Driving the future

Understanding the new automotive consumer

About the survey

Recently, the buzz about the vehicle of tomorrow has reached a fevered pitch. Not only are traditional automotive companies showcasing their latest exciting connectivity features but major enterprises and startup technology companies are also getting in on the game.

Digging into consumer perceptions will provide the framework for understanding the auto tech future. We took a closer look at autonomous vehicles, in-car technologies, car sharing and ride sharing. 

In-car technology

74% of respondents would consider having comprehensive vehicle tracking  in their vehicles. 

How much consumers might want a new feature also did not always align with a willingness to pay for it. Smartphone integration emerged as a feature that consumers expect to come with a vehicle, without the need to pay more for it. But consumers would open their wallets for options like remote vehicle shutdown and comprehensive vehicle tracking. However, this does not delineate a consumer’s option to pay more for autonomous vehicles.

Ride sharing 

55% of respondents say they are interested in trying ride sharing.

Millennials are currently the biggest patrons of ride sharing with 60% saying they have used it. One of the primary reasons consumers opt for ride sharing over traditional taxis is cost: 75% agree that ride sharing is more affordable than taking a taxi.

Car sharing

70% say they have heard of car sharing.

For most consumers, car sharing is not a replacement for owning a car. While 53% agree that car sharing has fewer hassles than owning a car, nearly three-quarters (73%) would prefer to pay for their own car than use car sharing services. 

Autonomous vehicles

43% have safety concerns about autonomous vehicles.

Providing better transportation for the elderly is seen as a key advantage by most consumers. Not surprisingly, safety emerged as the major consumer concern about autonomous vehicles. More than half (53%) say they are scared of self-driving cars: 54% say that autonomous cars are dangerous, and 28% say autonomous vehicles are susceptible to hacking.

Some guideposts

Generation Z may take some wooing

As we saw earlier, Gen Z doesn’t seem to have the enthusiasm for cars and auto tech that their older counterparts Gen Y and Gen X do. Either Gen Z is too young to be concerned about cars, or this could signal serious problems for the entire automotive industry if it continues. Companies will want to keep an eye on this group by offering them services that connect them more seamlessly. Focus groups have pointed out that anything from in-car Wi-Fi to a decrease of insurance costs are primary drivers for Gen Z to engage in these automotive upgrades.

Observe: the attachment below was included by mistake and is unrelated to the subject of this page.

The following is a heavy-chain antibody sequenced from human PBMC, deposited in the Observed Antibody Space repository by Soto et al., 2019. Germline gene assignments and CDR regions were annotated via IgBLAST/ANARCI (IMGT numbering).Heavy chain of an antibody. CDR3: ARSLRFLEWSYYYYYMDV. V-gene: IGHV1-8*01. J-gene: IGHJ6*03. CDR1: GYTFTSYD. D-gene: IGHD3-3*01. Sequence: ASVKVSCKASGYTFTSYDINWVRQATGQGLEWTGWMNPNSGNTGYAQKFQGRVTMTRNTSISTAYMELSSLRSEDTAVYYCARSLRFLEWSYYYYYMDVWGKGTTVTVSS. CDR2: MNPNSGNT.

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Companies will need to think twice when it comes to the personalization/privacy divide

Even consumers who are excited about new auto tech developments are wary of giving up privacy. Forays into areas like customized in-car advertising will need to proceed with caution. 

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Trust is more important than ever

For autonomous vehicles and certain in-car technologies to succeed, consumers need to be willing to give up control and, to a degree, put their safety in the hands of their vehicles. Thus, established brands that already engender consumer trust may have an advantage. 

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The window is open for tech companies

Consumers consistently say they would be receptive to the idea of leading technology companies offering autonomous vehicles, as well as ride sharing or car sharing services. This gives tech brands like Google, Apple and Microsoft an opportunity to disrupt the automotive category. Our data suggest that right now, traditional automotive brands have the edge over tech brands in the minds of the consumers. And given the upscale nature of the category of early adopters, luxury auto brands may be in a particularly strong position to dominate auto tech.

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Language is important

Consumers seem to have visceral responses to terms such as driverless cars. Companies need a compelling way to talk about these emerging technologies, so that consumers understand the concepts behind them, and at the same time, will respond positively to what the companies promise to deliver.

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Both in-car technology and ride sharing may offer a foot in the door for autonomous vehicles

In-car technologies that offer “self-driving lite” features (e.g., automatic braking) may be a good way to gradually introduce consumers to the concept of autonomous driving. These technologies appear to have mainstream acceptance and are less associated with the fear factor than are purely “driverless” vehicles. Ride sharing is another way to test autonomous driving with consumers—and to win over early adopters, who are the most likely users of these services. Both Uber and Lyft are introducing semi-autonomous vehicles to their fleets through partnerships with the OEMs. This will help seed the  marketplace and give consumers a means of sampling the technology before committing to it.

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Contact us

Victoria Sinichkina

Director, Advisory, Automotive, PwC Russia

Tel: +7 (495) 223 5151

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